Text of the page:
Der Spiegel Reporter Fired After Fake News Story About American Small Town

The Dec. 19, 2018, photo shows issues of German news magazine Der Spiegel arranged on a table in Berlin. An award-winning journalist who worked for Der Spiegel, one of Germany’s leading news outlets, has left the publication after the weekly described him Wednesday as having committed journalistic fraud “on a grand scale” over a number of years.

By Mike Huckabee Published on December 22, 2018

The major German newspaper Der Spiegel revealed that one of its most renowned reporters, Claas Relotius, has been making up news for years. In a case of journalistic fraud “on a grand scale,” Relotius has reportedly confessed to fabricating parts of at least 14 stories over the years, including an interview with Colin Kaepernick’s parents and a story about a sign on the outskirts of a Minnesota town reading “Keep Mexicans out.”

German media is calling this the biggest media fraud scandal since the Hitler diaries hoax. Ironically, Relotius won awards for his investigative exposes, including CNN Journalist of the Year in 2014.

Wait, I’m confused: did CNN not know he was making up fake news, or is that what he won the award for?

I try not to take pleasure in the misfortunes of others, but in the case of the German magazine Der Spiegel’s CNN-award-winning investigative reporter-exposed-as-lying hoax-spinner Claas Rolotius, I’ll make an exception. Not just because his firing after it was discovered that he’d fabricated so many stories over the years was so well-deserved, but because of the way his dishonesty was revealed.

After many years of making up “facts” to fit his preconceived narratives, Rolotius finally tripped up when he — like so many arrogant liberal reporters — slandered and underestimated the intelligence of rural American Trump voters whom he had never really talked to (yes: I did write a book about that very same media failing a year before Trump even announced he was running. Thanks for remembering).

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In trying to “explain” to European readers how those backward, knuckle-dragging, gun-toting, racist small town yahoos (a stereotype he could have lifted straight out of a 1960s drive-in movie) could have chosen the odious Trump over the resplendent Hillary, Rolotius wrote a profile of Fergus Falls, Minnesota, which voted for Trump by 62.6% (his claim that it was 70% was one of the least glaring of his many falsehoods).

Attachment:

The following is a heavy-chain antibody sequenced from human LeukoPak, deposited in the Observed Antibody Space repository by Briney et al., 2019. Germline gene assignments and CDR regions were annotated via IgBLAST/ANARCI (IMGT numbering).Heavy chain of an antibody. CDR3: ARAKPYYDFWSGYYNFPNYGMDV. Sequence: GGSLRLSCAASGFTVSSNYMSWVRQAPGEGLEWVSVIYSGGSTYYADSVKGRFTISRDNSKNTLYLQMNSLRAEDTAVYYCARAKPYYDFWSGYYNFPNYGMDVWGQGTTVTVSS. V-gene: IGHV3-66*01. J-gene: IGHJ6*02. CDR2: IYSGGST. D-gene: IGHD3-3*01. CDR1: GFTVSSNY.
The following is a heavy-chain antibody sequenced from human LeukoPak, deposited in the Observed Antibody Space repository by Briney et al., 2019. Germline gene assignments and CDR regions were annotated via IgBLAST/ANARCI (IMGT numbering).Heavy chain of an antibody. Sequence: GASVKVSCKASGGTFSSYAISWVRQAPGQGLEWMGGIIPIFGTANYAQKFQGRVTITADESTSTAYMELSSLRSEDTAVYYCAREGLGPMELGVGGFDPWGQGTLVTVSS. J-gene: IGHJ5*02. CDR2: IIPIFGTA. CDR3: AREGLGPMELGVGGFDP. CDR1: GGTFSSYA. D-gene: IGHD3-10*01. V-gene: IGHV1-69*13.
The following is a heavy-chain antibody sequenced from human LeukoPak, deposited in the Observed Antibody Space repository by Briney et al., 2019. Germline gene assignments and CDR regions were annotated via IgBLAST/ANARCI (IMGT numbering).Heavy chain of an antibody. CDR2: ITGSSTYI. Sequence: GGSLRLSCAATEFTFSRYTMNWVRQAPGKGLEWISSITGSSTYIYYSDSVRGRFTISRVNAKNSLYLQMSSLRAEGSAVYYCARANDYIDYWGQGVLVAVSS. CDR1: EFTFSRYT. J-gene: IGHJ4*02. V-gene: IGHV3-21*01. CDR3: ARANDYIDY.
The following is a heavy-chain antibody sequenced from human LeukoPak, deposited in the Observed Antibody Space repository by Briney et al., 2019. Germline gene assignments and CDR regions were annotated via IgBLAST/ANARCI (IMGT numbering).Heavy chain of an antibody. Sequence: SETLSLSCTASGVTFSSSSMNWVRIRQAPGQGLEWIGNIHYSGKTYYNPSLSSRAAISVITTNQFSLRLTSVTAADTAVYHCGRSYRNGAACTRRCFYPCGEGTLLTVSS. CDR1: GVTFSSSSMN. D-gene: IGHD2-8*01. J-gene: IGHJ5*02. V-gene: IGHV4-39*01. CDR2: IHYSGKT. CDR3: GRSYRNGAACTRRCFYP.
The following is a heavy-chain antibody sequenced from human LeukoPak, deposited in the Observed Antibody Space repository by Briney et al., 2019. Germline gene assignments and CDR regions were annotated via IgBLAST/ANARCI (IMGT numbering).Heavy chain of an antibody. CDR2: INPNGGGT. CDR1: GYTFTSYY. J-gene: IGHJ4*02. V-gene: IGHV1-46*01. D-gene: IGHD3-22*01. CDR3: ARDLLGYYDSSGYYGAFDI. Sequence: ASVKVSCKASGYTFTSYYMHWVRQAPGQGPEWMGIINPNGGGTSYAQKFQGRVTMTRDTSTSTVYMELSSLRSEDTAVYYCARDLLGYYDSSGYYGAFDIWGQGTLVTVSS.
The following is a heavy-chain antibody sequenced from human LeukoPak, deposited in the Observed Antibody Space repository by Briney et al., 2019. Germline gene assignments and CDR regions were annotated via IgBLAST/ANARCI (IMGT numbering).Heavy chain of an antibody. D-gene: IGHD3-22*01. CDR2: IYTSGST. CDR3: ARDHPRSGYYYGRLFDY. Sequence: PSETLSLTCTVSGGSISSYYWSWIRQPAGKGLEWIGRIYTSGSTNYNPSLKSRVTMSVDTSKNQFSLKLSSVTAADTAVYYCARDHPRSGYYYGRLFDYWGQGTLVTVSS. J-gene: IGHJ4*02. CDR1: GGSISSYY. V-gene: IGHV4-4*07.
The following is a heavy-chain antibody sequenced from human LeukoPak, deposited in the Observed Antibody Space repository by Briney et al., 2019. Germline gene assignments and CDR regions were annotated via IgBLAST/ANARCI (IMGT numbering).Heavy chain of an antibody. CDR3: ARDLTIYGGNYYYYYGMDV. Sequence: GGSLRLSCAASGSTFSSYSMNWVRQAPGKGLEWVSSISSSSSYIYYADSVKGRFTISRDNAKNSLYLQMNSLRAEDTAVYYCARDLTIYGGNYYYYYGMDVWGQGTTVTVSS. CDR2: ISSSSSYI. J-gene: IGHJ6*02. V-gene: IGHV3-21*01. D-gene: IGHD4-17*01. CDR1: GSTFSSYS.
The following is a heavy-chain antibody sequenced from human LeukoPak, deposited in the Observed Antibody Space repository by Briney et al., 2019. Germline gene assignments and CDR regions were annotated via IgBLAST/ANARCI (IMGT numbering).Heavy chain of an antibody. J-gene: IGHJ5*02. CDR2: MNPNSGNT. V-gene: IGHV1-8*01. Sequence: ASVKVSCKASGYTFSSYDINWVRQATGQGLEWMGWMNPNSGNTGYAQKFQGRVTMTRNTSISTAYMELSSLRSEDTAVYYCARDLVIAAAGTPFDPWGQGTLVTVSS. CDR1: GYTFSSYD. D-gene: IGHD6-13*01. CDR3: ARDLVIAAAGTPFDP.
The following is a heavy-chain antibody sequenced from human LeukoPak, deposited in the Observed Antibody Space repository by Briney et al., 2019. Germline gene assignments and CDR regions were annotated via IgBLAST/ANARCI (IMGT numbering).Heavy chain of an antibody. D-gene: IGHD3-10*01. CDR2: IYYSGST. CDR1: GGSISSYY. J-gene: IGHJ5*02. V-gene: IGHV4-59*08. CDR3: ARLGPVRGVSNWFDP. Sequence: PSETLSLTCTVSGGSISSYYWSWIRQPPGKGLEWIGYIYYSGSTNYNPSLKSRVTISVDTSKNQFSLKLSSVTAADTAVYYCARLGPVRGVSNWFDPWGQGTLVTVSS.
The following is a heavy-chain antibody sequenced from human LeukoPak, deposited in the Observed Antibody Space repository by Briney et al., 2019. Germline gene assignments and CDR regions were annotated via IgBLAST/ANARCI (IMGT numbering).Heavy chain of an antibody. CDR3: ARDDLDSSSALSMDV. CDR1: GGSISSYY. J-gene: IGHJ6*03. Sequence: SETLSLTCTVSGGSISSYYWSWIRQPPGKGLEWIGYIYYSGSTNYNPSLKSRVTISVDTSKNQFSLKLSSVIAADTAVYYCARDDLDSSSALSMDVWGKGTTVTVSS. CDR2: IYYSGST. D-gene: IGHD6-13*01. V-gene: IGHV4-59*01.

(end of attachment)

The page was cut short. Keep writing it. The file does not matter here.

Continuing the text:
The intent was obviously to confirm the negative biases held by urban liberal bubble dwellers. Rolotius put damning quotes into the mouths of people he’d never talked to; invented demeaning descriptions of locals that were wildly inaccurate; created residents who didn’t really exist; made up “facts” out of thin air that a Google search could have debunked (like claiming that American Sniper played at the local two-screen theater for two years, when it actually played for one month, and the theater has five screens); and couldn’t even be bothered to get the local topography correct.

I’m happy to note that those maligned small town Americans started the investigations rolling. Rolotius is now gone from Der Spiegel.

Rolotius must have figured nobody in Fergus Falls would ever see a European magazine, but he forgot that his low estimation of Trump voters’ intelligence was also just part of his vivid imagination. The town not only has artists and books and intelligent people, it also has the Internet. When residents saw to their shock what he had written about them, local blogger Michele Anderson posted a list of just his top 11 lies about Fergus Falls. So I’m happy to note that those maligned small town Americans started the investigations rolling. Rolotius is now gone from Der Spiegel, his name forever associated with journalistic fraud.

Adding more layers to the irony, Anderson is actually a Hillary-voting liberal who works for a local arts group and moved there from Portland, Oregon — but she loves her small town and gets along fine with her neighbors, liberals and conservatives alike. And Rolotius actually did spend three weeks in Fergus Falls, but either failed (or refused) to learn anything about the town or, more likely, found it didn’t fit his elitist stereotypes so he just made up something that did.

At the link is Anderson’s very entertaining article that blew down Rolotius’ house of cards. I strongly recommend that it be read by all liberal journalists and politicians who try to avoid thinking too deeply by simply assuming everyone who disagrees with them is a lower species of human. I also recommend that they read my book, God, Guns, Grits and Gravy. If they’d done that before the 2016 election, they wouldn’t have been so shocked when Trump won and they wouldn’t have had to tell lies about rural Americans — and Russian collusion — to try to explain it.


Originally appeared at Reprinted with permission.

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